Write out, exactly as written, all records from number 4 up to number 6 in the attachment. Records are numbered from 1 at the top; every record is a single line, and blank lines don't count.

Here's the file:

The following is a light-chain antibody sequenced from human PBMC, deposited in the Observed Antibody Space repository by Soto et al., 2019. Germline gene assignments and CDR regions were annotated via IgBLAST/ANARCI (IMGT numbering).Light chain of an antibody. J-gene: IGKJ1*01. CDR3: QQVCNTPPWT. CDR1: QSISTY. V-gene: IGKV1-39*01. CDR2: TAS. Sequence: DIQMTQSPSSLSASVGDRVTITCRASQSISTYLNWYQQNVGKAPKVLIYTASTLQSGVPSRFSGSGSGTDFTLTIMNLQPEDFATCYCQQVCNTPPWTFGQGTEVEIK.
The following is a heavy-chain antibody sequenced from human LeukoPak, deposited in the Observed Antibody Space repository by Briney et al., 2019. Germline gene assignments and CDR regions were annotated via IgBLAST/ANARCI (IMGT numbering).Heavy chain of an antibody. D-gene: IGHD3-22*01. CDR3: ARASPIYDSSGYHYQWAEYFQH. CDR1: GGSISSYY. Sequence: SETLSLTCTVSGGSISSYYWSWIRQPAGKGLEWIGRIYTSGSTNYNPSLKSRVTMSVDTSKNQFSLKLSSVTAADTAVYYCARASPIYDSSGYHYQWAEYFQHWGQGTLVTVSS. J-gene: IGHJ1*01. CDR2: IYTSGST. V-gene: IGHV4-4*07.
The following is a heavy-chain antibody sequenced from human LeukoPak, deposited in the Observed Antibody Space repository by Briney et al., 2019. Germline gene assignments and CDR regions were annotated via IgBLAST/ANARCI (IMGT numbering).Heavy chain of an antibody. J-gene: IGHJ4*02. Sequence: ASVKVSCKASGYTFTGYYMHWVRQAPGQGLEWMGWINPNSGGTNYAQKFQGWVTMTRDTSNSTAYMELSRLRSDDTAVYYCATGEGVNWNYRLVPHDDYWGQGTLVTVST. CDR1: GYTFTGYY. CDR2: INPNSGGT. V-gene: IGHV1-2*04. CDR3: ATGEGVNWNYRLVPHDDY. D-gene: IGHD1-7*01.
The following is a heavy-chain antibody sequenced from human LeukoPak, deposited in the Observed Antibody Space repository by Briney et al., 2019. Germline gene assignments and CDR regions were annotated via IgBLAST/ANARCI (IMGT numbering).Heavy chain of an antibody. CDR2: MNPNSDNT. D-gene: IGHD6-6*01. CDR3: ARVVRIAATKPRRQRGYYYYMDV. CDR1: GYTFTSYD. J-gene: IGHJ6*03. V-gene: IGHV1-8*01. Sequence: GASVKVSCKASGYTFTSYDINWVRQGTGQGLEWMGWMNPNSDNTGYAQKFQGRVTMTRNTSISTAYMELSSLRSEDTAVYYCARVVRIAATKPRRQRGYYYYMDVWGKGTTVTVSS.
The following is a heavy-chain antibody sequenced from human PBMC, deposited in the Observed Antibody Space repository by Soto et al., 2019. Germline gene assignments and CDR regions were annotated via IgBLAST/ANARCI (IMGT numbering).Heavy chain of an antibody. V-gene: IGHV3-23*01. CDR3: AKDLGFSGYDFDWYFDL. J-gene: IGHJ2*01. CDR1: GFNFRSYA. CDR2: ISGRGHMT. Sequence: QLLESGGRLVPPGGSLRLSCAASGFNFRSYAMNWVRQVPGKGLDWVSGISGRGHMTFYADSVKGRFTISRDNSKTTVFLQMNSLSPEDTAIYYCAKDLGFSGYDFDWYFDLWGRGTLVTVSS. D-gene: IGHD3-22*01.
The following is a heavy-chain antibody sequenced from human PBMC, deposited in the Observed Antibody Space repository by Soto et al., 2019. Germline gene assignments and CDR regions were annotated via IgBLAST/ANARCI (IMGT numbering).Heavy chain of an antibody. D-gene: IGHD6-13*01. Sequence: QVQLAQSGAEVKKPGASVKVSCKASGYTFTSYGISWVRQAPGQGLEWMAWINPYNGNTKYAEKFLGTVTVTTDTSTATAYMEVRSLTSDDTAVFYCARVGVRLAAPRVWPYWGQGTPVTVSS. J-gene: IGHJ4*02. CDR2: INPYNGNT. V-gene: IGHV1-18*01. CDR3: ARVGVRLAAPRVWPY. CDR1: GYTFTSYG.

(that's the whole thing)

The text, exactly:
The following is a heavy-chain antibody sequenced from human LeukoPak, deposited in the Observed Antibody Space repository by Briney et al., 2019. Germline gene assignments and CDR regions were annotated via IgBLAST/ANARCI (IMGT numbering).Heavy chain of an antibody. CDR2: MNPNSDNT. D-gene: IGHD6-6*01. CDR3: ARVVRIAATKPRRQRGYYYYMDV. CDR1: GYTFTSYD. J-gene: IGHJ6*03. V-gene: IGHV1-8*01. Sequence: GASVKVSCKASGYTFTSYDINWVRQGTGQGLEWMGWMNPNSDNTGYAQKFQGRVTMTRNTSISTAYMELSSLRSEDTAVYYCARVVRIAATKPRRQRGYYYYMDVWGKGTTVTVSS.
The following is a heavy-chain antibody sequenced from human PBMC, deposited in the Observed Antibody Space repository by Soto et al., 2019. Germline gene assignments and CDR regions were annotated via IgBLAST/ANARCI (IMGT numbering).Heavy chain of an antibody. V-gene: IGHV3-23*01. CDR3: AKDLGFSGYDFDWYFDL. J-gene: IGHJ2*01. CDR1: GFNFRSYA. CDR2: ISGRGHMT. Sequence: QLLESGGRLVPPGGSLRLSCAASGFNFRSYAMNWVRQVPGKGLDWVSGISGRGHMTFYADSVKGRFTISRDNSKTTVFLQMNSLSPEDTAIYYCAKDLGFSGYDFDWYFDLWGRGTLVTVSS. D-gene: IGHD3-22*01.
The following is a heavy-chain antibody sequenced from human PBMC, deposited in the Observed Antibody Space repository by Soto et al., 2019. Germline gene assignments and CDR regions were annotated via IgBLAST/ANARCI (IMGT numbering).Heavy chain of an antibody. D-gene: IGHD6-13*01. Sequence: QVQLAQSGAEVKKPGASVKVSCKASGYTFTSYGISWVRQAPGQGLEWMAWINPYNGNTKYAEKFLGTVTVTTDTSTATAYMEVRSLTSDDTAVFYCARVGVRLAAPRVWPYWGQGTPVTVSS. J-gene: IGHJ4*02. CDR2: INPYNGNT. V-gene: IGHV1-18*01. CDR3: ARVGVRLAAPRVWPY. CDR1: GYTFTSYG.